Heartop History, Family Crest & Coats of Arms

The ancestors of the Heartop surname lived among the ancient Anglo-Saxon culture. The name comes from when they lived in Hartop, a place which is no longer known. The place-name is derived from the Old English word har, which meant hoar or gray, and also meant boundary, and the Old Scandinavian word topt, which meant cottage or homestead. The name as a whole means "gray cottage," or "cottage in the gray lands," or perhaps "homestead on the border."

Early Origins of the Heartop family

The surname Heartop was first found in Leicestershire at Freeby, a chapelry, in the parish and union of Melton-Mowbray, hundred of Framland. "The whole of the lordship belongs to Sir E. C. Hartopp, Bart. " [1]

Early History of the Heartop family

This web page shows only a small excerpt of our Heartop research. Another 56 words (4 lines of text) covering the years 1377, 1637, 1722 and 1637 are included under the topic Early Heartop History in all our PDF Extended History products and printed products wherever possible.

Heartop Spelling Variations

Before English spelling was standardized a few hundred years ago, spelling variations of names were a common occurrence. Elements of Latin, French and other languages became incorporated into English through the Middle Ages, and name spellings changed even among the literate. The variations of the surname Heartop include Hartopp, Hartop and others.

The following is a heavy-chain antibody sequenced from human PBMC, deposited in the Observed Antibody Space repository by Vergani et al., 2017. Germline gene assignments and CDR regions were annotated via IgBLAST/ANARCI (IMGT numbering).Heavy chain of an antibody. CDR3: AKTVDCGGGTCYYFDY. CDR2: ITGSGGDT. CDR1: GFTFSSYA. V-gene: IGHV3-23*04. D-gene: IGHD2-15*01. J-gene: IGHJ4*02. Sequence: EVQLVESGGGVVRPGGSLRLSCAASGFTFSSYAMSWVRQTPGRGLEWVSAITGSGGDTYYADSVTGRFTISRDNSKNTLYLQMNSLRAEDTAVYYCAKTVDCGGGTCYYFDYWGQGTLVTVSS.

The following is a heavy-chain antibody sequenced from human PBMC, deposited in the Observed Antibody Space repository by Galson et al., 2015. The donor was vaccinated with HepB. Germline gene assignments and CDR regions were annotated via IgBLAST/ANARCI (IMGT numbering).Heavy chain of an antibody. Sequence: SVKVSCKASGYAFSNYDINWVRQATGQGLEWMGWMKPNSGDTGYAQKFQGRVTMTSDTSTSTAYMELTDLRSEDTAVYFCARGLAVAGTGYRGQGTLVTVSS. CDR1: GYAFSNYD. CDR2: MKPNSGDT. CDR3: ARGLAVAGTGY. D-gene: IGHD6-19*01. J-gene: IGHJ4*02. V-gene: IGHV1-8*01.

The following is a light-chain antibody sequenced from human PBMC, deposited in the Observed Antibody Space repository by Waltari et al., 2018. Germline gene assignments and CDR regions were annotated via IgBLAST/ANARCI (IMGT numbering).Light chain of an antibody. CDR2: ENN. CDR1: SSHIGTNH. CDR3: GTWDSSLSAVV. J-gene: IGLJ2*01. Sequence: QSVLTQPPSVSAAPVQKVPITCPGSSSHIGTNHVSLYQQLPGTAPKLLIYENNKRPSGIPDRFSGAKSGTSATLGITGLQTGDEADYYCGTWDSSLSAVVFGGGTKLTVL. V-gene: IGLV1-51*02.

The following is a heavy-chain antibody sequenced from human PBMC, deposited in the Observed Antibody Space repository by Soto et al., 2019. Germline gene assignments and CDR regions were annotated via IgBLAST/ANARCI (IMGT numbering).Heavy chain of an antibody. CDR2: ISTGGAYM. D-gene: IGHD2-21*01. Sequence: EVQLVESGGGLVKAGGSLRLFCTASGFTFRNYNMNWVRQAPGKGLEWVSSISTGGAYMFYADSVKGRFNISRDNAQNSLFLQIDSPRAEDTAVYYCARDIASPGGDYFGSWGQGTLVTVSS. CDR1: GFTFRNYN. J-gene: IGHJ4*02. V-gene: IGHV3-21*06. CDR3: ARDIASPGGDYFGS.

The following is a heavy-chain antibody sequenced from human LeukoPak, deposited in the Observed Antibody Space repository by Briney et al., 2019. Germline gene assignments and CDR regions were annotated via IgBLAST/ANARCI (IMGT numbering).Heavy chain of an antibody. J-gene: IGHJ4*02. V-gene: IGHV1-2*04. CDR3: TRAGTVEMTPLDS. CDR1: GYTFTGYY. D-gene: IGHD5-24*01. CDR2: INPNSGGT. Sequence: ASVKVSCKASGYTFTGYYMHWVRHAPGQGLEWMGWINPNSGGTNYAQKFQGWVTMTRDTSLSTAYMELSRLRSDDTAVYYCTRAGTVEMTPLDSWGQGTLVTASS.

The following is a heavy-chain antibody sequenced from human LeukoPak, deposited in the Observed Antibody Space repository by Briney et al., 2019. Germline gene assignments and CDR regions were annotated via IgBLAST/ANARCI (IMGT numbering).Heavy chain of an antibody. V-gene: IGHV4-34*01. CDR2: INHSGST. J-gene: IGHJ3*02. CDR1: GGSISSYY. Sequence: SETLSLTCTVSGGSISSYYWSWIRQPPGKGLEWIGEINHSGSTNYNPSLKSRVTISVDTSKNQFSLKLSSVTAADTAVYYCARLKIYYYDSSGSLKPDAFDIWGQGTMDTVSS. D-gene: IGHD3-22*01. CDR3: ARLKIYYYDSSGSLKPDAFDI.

Early Notables of the Heartop family (pre 1700)

Notables of the family at this time include Sir William Hartopp of Rotherby; and Job Hartop, an English adventurer, chief gunner on John Hawkins' third voyage to the Caribbean but became stranded and was captured by the Spanish. He was used...
Another 41 words (3 lines of text) are included under the topic Early Heartop Notables in all our PDF Extended History products and printed products wherever possible.

Migration of the Heartop family

A great wave of immigration to the New World was the result of the enormous political and religious disarray that struck England at that time. Families left for the New World in extremely large numbers. The long journey was the end of many immigrants and many more arrived sick and starving. Still, those who made it were rewarded with an opportunity far greater than they had known at home in England. These emigrant families went on to make significant contributions to these emerging colonies in which they settled. Some of the first North American settlers carried this name or one of its variants: John Hartopp who settled in Virginia in 1654; Edward Hartopp settled in Virginia in 1637; John Hartopp settled in Virginia in 1698.



  1. ^ Lewis, Samuel, A Topographical Dictionary of England. Institute of Historical Research, 1848, Print.


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